Since the advent of huge television revenues in the Premier League the battle to avoid relegation has gained significant attention, with many pundits reiterating and emphasising the importance of staying in the division for financial rather than sporting purposes. This could be a false interpretation, and I may be doing said pundits a disservice, but I severely doubt Paul Jewell’s first thought was of the impending financial reward the club’s Premier League survival. Indeed when West Bromwich Albion pulled off, against all the odds, the so-called ‘great escape’ in 2005 having been bottom of the table at Christmas, the fans flooding onto the pitch would have most likely been celebrating their club’s achievement and another year of top-flight football, instead of multi-million pound payouts. However since this season’s relegation race will likely once again be dominated by the issue of money, I ought to accept that football has fundamentally changed from being about the glory of competing and triumph of survival to the obtainment of rewards with which clubs can afford abhorrently high wages to their often mediocre players.

Without meaning to sound as though I am writing for a certain well-known tabloid newspaper, for Portsmouth Premier League survival is quite literally a matter of life or death. Despite club officials having promised to pay their players wages owed to them for the month of December by Tuesday, a further delay has arisen. Pompey will be further disheartened by the news that they cannot extend Jamie O’Hara’s loan from Tottenham Hotspur due to the transfer embargo enforced on the by the Premier League. Portsmouth have also been informed that a figure of around £7 million, owed to Chelsea, Tottenham and Watford for player transfers, will be paid for from their share of the latest round of television monies. On the pitch the club lies four points off safety, but also off nearest rivals Hull City in 19th place. A recent revival has given fans some hope of cutting the deficit, and Pompey are by no means certainties for relegation. However recent defeats, 2-0 away to West Ham being the most damaging, have halted the club’s progress under Avram Grant. They desperately need to fashion some sort of unbeaten run, and quickly, before those also in danger do the same and leave Portsmouth cut adrift. Hull City should also be tremendously worried, given that they are without a win in six Premier League games, and face Chelsea, Tottenham and Manchester United in their next three matches. Bolton Wanderers, with two games in hand and Owen Coyle likely to be in place for Saturday’s trip to the Stadium of Light, will hope to extricate themselves from relegation difficulty and drag West Ham, Wigan and Wolverhampton Wanderers into the mix, as well as Burnley who may suffer badly from the shock of losing Coyle. In terms of the unfortunate three destined for the drop, despite my previous optimism the extent of Portsmouth’s financial difficulties means they may remain rooted to the bottom, whilst Hull appear to be nailed-on certainties for relegation. Finally I believe Burnley’s impressive home record could disappear in the absence of Owen Coyle, and as such they could find themselves occupying the final relegation place.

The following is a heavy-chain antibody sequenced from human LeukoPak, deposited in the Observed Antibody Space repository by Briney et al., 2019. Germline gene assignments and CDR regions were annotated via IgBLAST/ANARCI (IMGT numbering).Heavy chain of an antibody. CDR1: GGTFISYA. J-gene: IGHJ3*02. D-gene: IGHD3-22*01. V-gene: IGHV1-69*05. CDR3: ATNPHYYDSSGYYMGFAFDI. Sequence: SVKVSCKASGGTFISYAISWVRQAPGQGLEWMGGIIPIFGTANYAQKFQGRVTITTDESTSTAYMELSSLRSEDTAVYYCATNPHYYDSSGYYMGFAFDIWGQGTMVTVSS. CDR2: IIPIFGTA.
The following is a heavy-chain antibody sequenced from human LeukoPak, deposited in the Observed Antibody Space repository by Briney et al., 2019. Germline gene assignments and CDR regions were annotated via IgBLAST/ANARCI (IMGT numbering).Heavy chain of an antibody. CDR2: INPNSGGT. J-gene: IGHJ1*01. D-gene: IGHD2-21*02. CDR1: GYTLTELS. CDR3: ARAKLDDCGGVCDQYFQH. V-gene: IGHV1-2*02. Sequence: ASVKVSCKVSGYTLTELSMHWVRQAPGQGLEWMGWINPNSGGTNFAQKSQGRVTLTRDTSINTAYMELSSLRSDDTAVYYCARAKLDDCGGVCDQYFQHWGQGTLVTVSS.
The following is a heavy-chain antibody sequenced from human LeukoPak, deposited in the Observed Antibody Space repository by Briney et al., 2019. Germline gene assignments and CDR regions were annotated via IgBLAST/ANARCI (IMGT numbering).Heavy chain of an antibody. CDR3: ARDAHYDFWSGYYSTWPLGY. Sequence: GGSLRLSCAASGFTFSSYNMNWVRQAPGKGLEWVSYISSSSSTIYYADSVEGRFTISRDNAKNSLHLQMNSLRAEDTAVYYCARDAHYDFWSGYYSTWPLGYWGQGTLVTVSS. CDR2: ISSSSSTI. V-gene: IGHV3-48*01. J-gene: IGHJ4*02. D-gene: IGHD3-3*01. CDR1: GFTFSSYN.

As for the remainder of the Premier League, outside of the European positions, which will be occupied by the top four, Aston Villa, Manchester City and Tottenham Hotspur, although probably not in that order, clubs will fight to the death to ensure they receive the largest possible slice of the Premier League money pie. Birmingham City deserve huge plaudits for their efforts so far this season, which in my mind at least make Alex McLeish a prime candidate for manager of the year, along with Fulham’s Roy Hodgson and Stoke City’s Tony Pulis. As mentioned above, the fight for fourth place may well be very interesting indeed, and if Liverpool are unable to overcome the deficit, I would back Roberto Mancini, a man with a proven track record, albeit not in English football, to claim the colossal Champions League revenue that would be but a splash in the Manchester City ocean of wealth. Tottenham should be able to run the moneyed monoliths of City close, but may suffer from both inconsistency and the lack of hundreds of millions of pounds with which to make ‘squad improvements’. All we can hope for is that the Premier League affords football fans everywhere, or what Richard Scudamore would refer to as ‘consumers’, a shock or two instead of reverting to type with a restored top four and an uninspiring, tedious relegation battle.